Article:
I'm a nonpartisan pollster, but I'm also a columnist with a strong Republican background. So let me be clear right from the start: I believe President Barack Obama and his national security team performed admirably in the near-flawless effort to capture and kill Osama bin Laden.
It's disingenuous and just plain silly for anyone to say otherwise just because the president is a Democrat or because they disagree with his other policies. The snuffing out of the world's top terrorist demonstrated the power and determination of America and its leaders.
A poll we conducted just after the announcement of bin Laden's demise showed a modest upward bump in approval ratings for the president. I expect these numbers to keep inching up over the coming weeks.
But another name has been connected with the Navy SEALs raid in Pakistan, if perhaps in the background — George W. Bush. He left office with not the best of popularity ratings. But according to the poll just mentioned, Bush, too, is greatly appreciated by the American people for the policies he put in place that led to bin Laden's abrupt end.
In our nationwide survey of 1,735 registered voters, 65 percent of Americans said that Bush's policies contributed to bin Laden's capture. Amazingly, 48 percent of Democrats felt the same. And among all age groups, a majority gave the ex-president his due for the manhunt that ended so successfully last weekend.
To me, it's both interesting and praiseworthy that Obama referenced George Bush in his national address after the killing of bin Laden. The president was also gracious enough to invite Bush to a celebration at Ground Zero. (Bush politely declined.)
The fact is that when momentous events happen, the old cliche about all of us first being Americans becomes true. For once, our partisan views take a back seat.
That doesn't mean Obama hasn't made huge mistakes — including, in my mind, a stimulus package that only stimulated the nation's debt and the creation of reams more of bureaucratic red tape that have had the net effect of making life more difficult for most of us.
That aside, we now may well be witnessing the maturation of a president. Looking at the photographs in the situation room, as the president and his advisers watched the bin Laden mission in real time on video, one can't help but notice the similarities to John F. Kennedy during the Cuban Missile Crisis.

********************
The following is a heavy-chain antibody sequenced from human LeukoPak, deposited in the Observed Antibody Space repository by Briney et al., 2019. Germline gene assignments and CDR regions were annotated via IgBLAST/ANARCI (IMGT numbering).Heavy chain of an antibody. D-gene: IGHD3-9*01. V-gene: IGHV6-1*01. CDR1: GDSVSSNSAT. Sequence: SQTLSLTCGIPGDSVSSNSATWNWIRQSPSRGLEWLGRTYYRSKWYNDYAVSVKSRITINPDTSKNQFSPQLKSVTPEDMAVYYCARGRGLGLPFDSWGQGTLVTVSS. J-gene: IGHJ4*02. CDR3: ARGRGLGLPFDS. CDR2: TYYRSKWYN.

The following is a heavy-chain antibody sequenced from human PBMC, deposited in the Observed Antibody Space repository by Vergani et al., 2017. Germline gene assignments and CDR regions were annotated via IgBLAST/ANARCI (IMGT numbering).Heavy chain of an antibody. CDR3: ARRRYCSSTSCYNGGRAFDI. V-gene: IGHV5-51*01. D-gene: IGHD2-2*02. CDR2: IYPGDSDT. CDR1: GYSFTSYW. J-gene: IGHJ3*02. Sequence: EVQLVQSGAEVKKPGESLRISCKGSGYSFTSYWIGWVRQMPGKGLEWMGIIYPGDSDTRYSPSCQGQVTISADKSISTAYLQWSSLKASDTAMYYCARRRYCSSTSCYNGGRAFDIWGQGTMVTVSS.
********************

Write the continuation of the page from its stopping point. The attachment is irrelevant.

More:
Here was a president — maligned by many — making historic, and historically good, snap decisions.
During all this, somewhere in Texas was the man who endured nearly eight years of fighting against the savage, relentless al-Qaida. While Obama and his team finally breathed relief, George W. Bush likely was receiving word of bin Laden's capture and killing.
I believe that Bush contributed to the massive federal debt that now weighs down America. And sometimes his style of leadership seemed hard to understand.
As readers may recall, Bush got me pretty good when I wrote a column in praise of then-first lady Laura Bush just before Bush left office. A handwritten letter was sent to me. In it, Bush thanked me for complimenting his wife.
But he also made it politely clear that, contrary to what I had suggested in the same column, he indeed did read newspaper columns. I mention this because I believe many people have done what I did in that column: underestimate Bush as president.
Who can forget the image of Bush standing atop the rubble of New York's Twin Towers after 9/11? He stood with a fireman, sleeves rolled up, and said in no uncertain terms that those who had perpetrated that evil on America would get what was coming to them.
In an important sense, I view Bush's pointed promise and Obama's resolute fulfillment of it as two bookends in American history. This week, I don't feel like a Republican, a Democrat or an independent. I feel like an American.
Will this capture and killing of bin Laden assure re-election for Obama? Both the polling numbers and my own gut tell me no. Our economy remains weak, and a vast majority of our poll respondents believe that we may yet be the victims of retaliation by our terrorist foes.
But for the moment, we must recognize that Bush and Obama finally got their man. Anyone — Republican, conservative or anyone else — who attempts to deny Obama his due credit is only spiking the celebratory champagne with sour grapes.
This week we're all Americans. And two presidents deserve their due.
Matt Towery is author of the new book, "Paranoid Nation: The Real Story of the 2008 Fight for the Presidency." He heads the polling and political information firm InsiderAdvantage.
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